Sunday, March 1, 2009


For several weeks now I've been coveting felt. Not the kind that you buy for $0.25 a piece at the big box craft store that is littering my studio... I'm talking about that thick, gorgeous, mottled, rich looking wool felt that is popping up everywhere lately. Here's the rub. I don't have a hundred bucks to throw into yet another craft obsession right now! What to do? Take the cheap stuff and make it LOOK like the fancy stuff!

Working off a hunch, I invested a whopping $3.99 plus tax for a package of two needles and a foam block the other night, came home and went to town on my cheap felt. It worked! I present you with Faux Fancy Felt (hencetoforthherewith known as "F3").

To make your own F3 , you will need a felting needle, a foam block, and some of that cheap felt from the "4 for $1" rack. Cut squares of the felt and stack them two or three deep. Put the felt on the foam block and punch the needle through the center of your stack several times to secure the pieces together. Continue needle punching in an up-and-down motion across the surface of your your stack from the center, working toward the outside edges. The closer your punches are to each other, the better.

Once you have needled the entire piece, carefully lift the piece from the foam block. The down side will look fuzzy. Turn that side up and put it back on the foam block. Needle punch the piece again, tamping down the fuzzies as you go. A few words of caution for those who have never tried needle felting before... be careful where you put your fingers in relation to the area you're needle punching!! Felting needles are (Duh, duh, DUHN!) sharp! You really don't want to miss the felt and find a finger. I promise. Also, be sure you work on a solid surface. I used an oversize book with a magazine on top to cushion any overly exuberant needle punches so I could work while lounging on the sofa and eating bon bons. Ok, fine. I was watching TV.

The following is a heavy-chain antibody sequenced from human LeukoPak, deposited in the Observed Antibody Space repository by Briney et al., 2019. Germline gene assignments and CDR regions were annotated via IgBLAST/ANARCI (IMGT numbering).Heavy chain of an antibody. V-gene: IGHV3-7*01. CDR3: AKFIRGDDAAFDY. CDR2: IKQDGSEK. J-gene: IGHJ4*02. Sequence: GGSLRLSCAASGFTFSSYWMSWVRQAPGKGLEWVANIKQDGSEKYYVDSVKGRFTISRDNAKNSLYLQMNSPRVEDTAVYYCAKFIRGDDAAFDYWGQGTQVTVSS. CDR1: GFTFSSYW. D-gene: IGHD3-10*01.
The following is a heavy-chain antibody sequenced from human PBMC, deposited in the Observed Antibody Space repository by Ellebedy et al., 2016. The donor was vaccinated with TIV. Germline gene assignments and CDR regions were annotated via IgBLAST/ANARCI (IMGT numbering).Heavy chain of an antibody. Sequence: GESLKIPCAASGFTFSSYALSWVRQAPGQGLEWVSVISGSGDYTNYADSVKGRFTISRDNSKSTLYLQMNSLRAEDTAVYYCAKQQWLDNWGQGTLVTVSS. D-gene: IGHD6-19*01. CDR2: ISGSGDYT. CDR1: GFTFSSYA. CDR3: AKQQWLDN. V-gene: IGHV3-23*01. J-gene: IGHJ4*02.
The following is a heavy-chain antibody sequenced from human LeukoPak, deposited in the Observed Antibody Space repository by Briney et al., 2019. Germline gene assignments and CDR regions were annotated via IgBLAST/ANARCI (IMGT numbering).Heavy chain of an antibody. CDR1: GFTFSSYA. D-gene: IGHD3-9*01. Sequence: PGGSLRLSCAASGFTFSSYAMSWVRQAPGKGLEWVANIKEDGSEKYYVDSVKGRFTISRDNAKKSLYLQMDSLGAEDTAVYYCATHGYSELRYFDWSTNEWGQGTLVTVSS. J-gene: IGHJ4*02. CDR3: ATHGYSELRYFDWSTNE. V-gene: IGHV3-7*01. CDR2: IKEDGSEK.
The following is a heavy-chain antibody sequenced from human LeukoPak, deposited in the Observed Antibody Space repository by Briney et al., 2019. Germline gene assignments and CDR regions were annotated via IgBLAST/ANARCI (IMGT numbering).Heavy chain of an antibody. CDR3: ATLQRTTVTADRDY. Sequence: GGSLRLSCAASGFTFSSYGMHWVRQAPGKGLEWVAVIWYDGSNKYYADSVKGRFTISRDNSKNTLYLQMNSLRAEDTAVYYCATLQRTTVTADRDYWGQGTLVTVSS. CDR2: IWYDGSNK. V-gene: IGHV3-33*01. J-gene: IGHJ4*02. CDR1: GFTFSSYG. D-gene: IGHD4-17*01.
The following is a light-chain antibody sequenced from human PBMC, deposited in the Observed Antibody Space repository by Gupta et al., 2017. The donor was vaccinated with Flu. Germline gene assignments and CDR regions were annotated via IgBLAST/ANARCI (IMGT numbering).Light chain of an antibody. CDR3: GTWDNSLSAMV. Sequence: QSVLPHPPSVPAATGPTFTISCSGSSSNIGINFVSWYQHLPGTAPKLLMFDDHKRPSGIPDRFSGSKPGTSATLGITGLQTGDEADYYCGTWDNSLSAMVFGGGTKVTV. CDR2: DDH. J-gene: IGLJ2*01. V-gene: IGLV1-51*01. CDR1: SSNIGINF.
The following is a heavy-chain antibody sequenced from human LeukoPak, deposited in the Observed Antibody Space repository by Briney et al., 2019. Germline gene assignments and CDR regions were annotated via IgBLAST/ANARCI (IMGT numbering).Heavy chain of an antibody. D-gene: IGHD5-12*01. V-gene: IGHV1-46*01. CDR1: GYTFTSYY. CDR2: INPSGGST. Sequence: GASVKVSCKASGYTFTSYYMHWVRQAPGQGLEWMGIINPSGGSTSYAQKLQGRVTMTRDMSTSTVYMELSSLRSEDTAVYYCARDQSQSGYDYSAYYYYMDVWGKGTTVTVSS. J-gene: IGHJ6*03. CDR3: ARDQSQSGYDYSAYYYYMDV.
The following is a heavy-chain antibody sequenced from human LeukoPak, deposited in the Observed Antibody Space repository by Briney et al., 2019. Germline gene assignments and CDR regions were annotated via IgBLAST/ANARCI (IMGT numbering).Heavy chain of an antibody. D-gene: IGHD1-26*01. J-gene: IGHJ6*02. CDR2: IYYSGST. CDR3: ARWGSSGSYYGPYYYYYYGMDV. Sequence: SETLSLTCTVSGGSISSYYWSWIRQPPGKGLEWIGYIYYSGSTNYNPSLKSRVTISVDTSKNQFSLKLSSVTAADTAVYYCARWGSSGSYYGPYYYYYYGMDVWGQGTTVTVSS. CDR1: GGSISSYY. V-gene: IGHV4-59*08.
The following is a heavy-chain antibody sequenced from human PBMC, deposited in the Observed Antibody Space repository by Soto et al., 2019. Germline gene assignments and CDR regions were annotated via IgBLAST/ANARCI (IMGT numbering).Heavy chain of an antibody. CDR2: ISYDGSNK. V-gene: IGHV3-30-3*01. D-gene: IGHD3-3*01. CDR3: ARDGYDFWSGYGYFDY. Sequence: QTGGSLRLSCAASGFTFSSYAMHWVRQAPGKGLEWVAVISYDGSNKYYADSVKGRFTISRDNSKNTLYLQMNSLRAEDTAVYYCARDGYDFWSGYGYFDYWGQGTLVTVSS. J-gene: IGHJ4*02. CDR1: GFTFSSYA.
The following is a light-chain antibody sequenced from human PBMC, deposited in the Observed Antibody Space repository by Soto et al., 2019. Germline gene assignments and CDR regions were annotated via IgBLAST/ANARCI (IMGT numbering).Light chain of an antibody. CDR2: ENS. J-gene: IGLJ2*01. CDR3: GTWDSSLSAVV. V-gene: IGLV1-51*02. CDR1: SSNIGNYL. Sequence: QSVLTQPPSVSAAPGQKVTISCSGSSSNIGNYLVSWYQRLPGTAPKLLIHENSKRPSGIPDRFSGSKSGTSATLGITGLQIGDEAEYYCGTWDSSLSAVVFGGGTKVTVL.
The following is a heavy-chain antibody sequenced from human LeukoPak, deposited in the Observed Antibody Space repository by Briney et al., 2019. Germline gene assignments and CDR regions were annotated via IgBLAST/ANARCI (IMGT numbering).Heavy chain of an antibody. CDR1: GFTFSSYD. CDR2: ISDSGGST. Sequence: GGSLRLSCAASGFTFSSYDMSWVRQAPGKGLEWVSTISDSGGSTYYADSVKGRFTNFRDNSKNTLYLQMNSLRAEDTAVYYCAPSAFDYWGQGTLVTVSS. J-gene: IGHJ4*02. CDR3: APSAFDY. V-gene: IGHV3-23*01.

This was all about the journey, so I tried different things as I went along. Some pieces I cut into shape first and then felted; others I felted first and then cut. Some pieces I could see all of my needle pokes, so I would gently scrub the surface with the end of my foam block and gently pull the edges back and forth until they softened. Some stacks I worked were two layers, most were three, but one attempt found me using four. I took some wool yarn and felted that onto a rectangle of some F3 and hot glued a pin clasp to the back. Beautimous! I also experimented using two different colors of felt and LOVED that result! It really gives you that yummy, hand-made look. The secret, however, is to put the darkest piece on the bottom when you start. After you turn your work, and punch all of the fuzzies down, you will see what I mean. The lighter colored side just looks bizarre--kinda like a bad hair plug job. My next trial-and-error will be a lighter colored piece of felt between two pieces of the same darker colored felt. I think that will work well for something you want to be viewed from all sides.

I'm going to continue playing with this, and I'll report back with any jaw-dropping new discoveries. Until then, what's been your favorite adventurous discovery?

1 comment:

  1. I found out you can needle felt polyester batting. Here's my blog entry on the other discoveries I made about needle felting: